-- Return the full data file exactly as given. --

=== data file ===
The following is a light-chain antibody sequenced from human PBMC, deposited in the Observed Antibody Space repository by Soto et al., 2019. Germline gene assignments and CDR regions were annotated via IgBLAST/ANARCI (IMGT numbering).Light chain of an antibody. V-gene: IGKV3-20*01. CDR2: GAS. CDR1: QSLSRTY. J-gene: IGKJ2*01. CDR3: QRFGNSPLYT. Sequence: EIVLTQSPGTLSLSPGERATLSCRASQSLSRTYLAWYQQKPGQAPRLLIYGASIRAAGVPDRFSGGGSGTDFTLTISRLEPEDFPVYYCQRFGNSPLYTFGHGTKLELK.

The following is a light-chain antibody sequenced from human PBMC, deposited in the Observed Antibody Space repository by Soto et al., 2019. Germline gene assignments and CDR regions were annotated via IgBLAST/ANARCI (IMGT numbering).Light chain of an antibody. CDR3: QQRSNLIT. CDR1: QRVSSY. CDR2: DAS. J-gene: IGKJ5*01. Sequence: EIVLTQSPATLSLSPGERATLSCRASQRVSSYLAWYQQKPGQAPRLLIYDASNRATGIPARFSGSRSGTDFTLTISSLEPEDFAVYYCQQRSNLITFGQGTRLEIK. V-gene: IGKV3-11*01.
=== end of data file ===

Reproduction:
The following is a light-chain antibody sequenced from human PBMC, deposited in the Observed Antibody Space repository by Soto et al., 2019. Germline gene assignments and CDR regions were annotated via IgBLAST/ANARCI (IMGT numbering).Light chain of an antibody. V-gene: IGKV3-20*01. CDR2: GAS. CDR1: QSLSRTY. J-gene: IGKJ2*01. CDR3: QRFGNSPLYT. Sequence: EIVLTQSPGTLSLSPGERATLSCRASQSLSRTYLAWYQQKPGQAPRLLIYGASIRAAGVPDRFSGGGSGTDFTLTISRLEPEDFPVYYCQRFGNSPLYTFGHGTKLELK.

The following is a light-chain antibody sequenced from human PBMC, deposited in the Observed Antibody Space repository by Soto et al., 2019. Germline gene assignments and CDR regions were annotated via IgBLAST/ANARCI (IMGT numbering).Light chain of an antibody. CDR3: QQRSNLIT. CDR1: QRVSSY. CDR2: DAS. J-gene: IGKJ5*01. Sequence: EIVLTQSPATLSLSPGERATLSCRASQRVSSYLAWYQQKPGQAPRLLIYDASNRATGIPARFSGSRSGTDFTLTISSLEPEDFAVYYCQQRSNLITFGQGTRLEIK. V-gene: IGKV3-11*01.